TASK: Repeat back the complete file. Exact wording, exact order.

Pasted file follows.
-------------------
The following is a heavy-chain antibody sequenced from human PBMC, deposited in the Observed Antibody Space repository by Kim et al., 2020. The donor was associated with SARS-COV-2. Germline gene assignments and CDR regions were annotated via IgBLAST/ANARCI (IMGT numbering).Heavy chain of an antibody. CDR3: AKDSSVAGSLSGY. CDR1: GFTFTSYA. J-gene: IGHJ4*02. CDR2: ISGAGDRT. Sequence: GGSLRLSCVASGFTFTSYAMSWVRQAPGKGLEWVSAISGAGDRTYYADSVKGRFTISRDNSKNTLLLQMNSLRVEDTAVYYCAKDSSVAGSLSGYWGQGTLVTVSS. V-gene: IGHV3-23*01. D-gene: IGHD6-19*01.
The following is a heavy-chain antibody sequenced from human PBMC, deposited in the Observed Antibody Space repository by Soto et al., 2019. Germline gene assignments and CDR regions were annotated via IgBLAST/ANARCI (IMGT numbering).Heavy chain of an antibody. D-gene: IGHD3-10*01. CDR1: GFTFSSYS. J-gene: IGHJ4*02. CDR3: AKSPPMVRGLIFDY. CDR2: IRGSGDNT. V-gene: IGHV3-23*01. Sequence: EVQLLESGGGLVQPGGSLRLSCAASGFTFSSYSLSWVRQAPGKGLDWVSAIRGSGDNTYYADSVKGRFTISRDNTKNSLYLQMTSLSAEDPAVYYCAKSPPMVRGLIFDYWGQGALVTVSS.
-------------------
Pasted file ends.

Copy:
The following is a heavy-chain antibody sequenced from human PBMC, deposited in the Observed Antibody Space repository by Kim et al., 2020. The donor was associated with SARS-COV-2. Germline gene assignments and CDR regions were annotated via IgBLAST/ANARCI (IMGT numbering).Heavy chain of an antibody. CDR3: AKDSSVAGSLSGY. CDR1: GFTFTSYA. J-gene: IGHJ4*02. CDR2: ISGAGDRT. Sequence: GGSLRLSCVASGFTFTSYAMSWVRQAPGKGLEWVSAISGAGDRTYYADSVKGRFTISRDNSKNTLLLQMNSLRVEDTAVYYCAKDSSVAGSLSGYWGQGTLVTVSS. V-gene: IGHV3-23*01. D-gene: IGHD6-19*01.
The following is a heavy-chain antibody sequenced from human PBMC, deposited in the Observed Antibody Space repository by Soto et al., 2019. Germline gene assignments and CDR regions were annotated via IgBLAST/ANARCI (IMGT numbering).Heavy chain of an antibody. D-gene: IGHD3-10*01. CDR1: GFTFSSYS. J-gene: IGHJ4*02. CDR3: AKSPPMVRGLIFDY. CDR2: IRGSGDNT. V-gene: IGHV3-23*01. Sequence: EVQLLESGGGLVQPGGSLRLSCAASGFTFSSYSLSWVRQAPGKGLDWVSAIRGSGDNTYYADSVKGRFTISRDNTKNSLYLQMTSLSAEDPAVYYCAKSPPMVRGLIFDYWGQGALVTVSS.